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“Liquid sodium will be heated to more than 500 degrees Celsius right where we are now standing,” Boles explains. “We believe this type of plant can generate climate-neutral electricity more reliably and safely than any other power plant in the world.”
Bill Gates is the company’s founder and chairman and the billionaire has reportedly invested 500 million dollars in the company since its founding 13 years ago.
At least 40 companies and research institutes are currently working on small, modular reactors or visionary nuclear power plants that they say will be what conventional power plants never could be: clean, economical and safe.
The new reactors will use fissile materials such as thorium or uranium salt and will be cooled with molten salt or liquid sodium. Rather than producing new waste, some even promise to be able to operate using spent nuclear fuel rods from traditional plants.
So far, the wind and the sun have provided less than 2 percent of total global energy supplies.
Indeed, despite its decision to go “all-in for renewables” and to abandon nuclear power, Germany “has seen little reduction in carbon emissions,” prominent Harvard psychologist Steven Pinker, Swedish engineer Staffan Qvist and political scientist Joshua Goldstein wrote in an April op-ed contribution for the New York Times.
Currently, a kilowatt hour of nuclear power costs more than 10 cents to produce in Germany, whereas electricity from onshore wind turbines and gas- or coal-fired plants costs only four to eight cents.
Some 449 reactors are currently in operation around the world, with 53 under construction. In 2018, the average construction time for a plant was eight and a half years.
The problems associated with nuclear power are reflected in the fact that nuclear power now supplies only 10.2 percent of the global energy mix, down from 17 percent in 1997.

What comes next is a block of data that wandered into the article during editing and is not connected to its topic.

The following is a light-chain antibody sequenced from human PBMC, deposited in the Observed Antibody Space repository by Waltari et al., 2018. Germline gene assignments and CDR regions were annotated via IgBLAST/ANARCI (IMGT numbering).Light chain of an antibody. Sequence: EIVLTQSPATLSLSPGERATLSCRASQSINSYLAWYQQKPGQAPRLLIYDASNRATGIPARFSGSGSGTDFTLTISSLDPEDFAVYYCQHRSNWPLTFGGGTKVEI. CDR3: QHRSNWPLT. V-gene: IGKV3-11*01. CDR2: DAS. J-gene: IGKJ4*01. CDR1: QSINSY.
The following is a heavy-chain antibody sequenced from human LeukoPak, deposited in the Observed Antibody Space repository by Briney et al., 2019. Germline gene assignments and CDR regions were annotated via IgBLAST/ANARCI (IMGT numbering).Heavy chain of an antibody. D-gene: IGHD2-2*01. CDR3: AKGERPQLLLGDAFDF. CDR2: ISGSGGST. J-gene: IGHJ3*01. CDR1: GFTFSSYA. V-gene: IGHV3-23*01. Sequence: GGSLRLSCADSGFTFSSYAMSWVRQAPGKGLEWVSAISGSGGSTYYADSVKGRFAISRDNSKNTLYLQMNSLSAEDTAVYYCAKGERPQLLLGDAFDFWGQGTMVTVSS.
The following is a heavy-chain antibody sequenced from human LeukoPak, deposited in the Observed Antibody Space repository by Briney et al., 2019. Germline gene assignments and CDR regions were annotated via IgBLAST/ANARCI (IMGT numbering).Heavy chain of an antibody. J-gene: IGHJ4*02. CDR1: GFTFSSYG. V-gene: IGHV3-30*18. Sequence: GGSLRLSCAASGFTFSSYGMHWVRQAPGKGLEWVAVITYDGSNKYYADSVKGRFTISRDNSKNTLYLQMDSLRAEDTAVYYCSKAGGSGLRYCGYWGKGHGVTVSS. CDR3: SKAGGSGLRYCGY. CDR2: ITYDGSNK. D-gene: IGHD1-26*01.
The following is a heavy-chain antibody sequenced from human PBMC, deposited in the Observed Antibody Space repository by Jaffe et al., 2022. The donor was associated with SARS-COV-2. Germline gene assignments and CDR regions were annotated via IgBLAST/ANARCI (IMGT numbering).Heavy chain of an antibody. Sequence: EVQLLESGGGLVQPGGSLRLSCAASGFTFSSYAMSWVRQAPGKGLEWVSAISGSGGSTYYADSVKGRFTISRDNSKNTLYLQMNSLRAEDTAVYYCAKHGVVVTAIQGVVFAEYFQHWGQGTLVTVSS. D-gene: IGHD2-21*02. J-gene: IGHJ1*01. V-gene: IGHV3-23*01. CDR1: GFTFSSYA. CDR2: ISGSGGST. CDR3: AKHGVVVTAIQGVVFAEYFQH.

Moving forward, the majority of electricity will be supplied by a mix of solar, biomass, wind and hydro power. The Berlin-based think tank Agora Energiewende has forecasted that, in Europe, that mix will be responsible for 57 percent electricity production in just 10 years.
However, Qvist believes the lower costs are the primary advantage offered by the smaller nuclear power plants. “A small, modular reactor is much cheaper than a conventional nuclear reactor,” he says, adding that it’s a lot easier to finance and that industrial mass production should be considered to lower costs.
Jacopo Buongiorno, a professor at the Department of Nuclear Science & Engineering at MIT, wrote in a September 2018 study that global electricity consumption is on track to grow 45 percent by 2040.
By 2025, Germany will have spent more than 500 billion euros on the nuclear phaseout. The result has been climbing prices for electricity, which have jumped almost a third in the last decade. Furthermore, CO2 emissions have hardly dropped at all and Germany’s energy mix remains climate unfriendly.
An estimated 800,000 people die each year as a result of exposure to coal smoke and its pollutants, including sulfur dioxide, nitrogen oxide, mercury and arsenic.
Furthermore, the energy yield of fast breeder reactors is roughly 50 times that of traditional reactors. They are able to extract fully 95 percent of the energy stored in the fissile material, versus just a 5-percent yield for facilities currently in operation.